The Social Security Administration uses a different standard to determine Supplemental Security Income benefits for people living in certain states. Now, the agency wants to update its rules to treat beneficiaries nationwide more equitably.

The agency is proposing a new rule to modify how it alters benefit payments for those who receive what’s known as “in-kind support and maintenance” in the form of a rental subsidy.

Under current rules, SSI benefits are reduced if a person is paying rent or shelter expenses that are lower than the current market value, or what they would pay on the open market. This is significant in cases where a person with a disability is renting from a family member, for example, who charges them a reduced rate.

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But, due to court rulings, the agency uses a less stringent standard in seven states — Connecticut, New York, Vermont, Illinois, Indiana, Wisconsin and Texas. In these states, benefits are not reduced if a person is spending more than a third of their income on housing even if their rent is less than the current market value.

The proposed rule published this month in the Federal Register seeks to expand the more lenient standard already in place in seven states to the entire country.

The Social Security Administration estimates that about 41,000 current SSI beneficiaries would see their monthly payments rise under the rule change by an average of $128 per month. And, some 14,000 individuals who don’t receive SSI now would be able to qualify for the program as a result of the update.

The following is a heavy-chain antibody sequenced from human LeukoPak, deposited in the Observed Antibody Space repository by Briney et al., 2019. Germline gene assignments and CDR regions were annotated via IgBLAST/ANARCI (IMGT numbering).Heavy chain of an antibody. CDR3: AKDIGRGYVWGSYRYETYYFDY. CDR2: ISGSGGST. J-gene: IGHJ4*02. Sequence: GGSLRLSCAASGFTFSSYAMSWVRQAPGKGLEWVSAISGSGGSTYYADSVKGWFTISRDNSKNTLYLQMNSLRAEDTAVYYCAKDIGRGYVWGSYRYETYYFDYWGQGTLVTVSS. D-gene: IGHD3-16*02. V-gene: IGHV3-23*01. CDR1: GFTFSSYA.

“The current lack of uniformity in our business arrangement definition can disadvantage affected SSI applicants and recipients who do not live in states where the rental subsidy exception applies,” the agency said. “The proposed rules, if finalized, would benefit SSI applicants and recipients, no matter the state they live in, and make the SSI program easier to administer. The proposed change would also make the SSI program more equitable by applying the rental subsidy policy uniformly to all affected SSI applicants and recipients, regardless of where they live.”

Kathleen Romig, director of Social Security and disability policy at the nonpartisan Center on Budget and Policy Priorities, called the existing approach “cruel” and said it penalizes people who need support for receiving help from their families and the community. The new proposal, she indicated, is “an important step toward simplifying the harsh and byzantine” rules related to in-kind support and maintenance, though ideally she said the policy requiring benefit reductions in cases where people get assistance with housing and other needs should be removed altogether.

The latest proposal comes less than a year after the Social Security Administration proposed removing food from its calculation of in-kind support and maintenance.

More than 7 million Americans receive SSI each month, with a maximum federal benefit of $914 for individuals and $1,371 for couples.

The proposed rule is up for public comment through Oct. 23.

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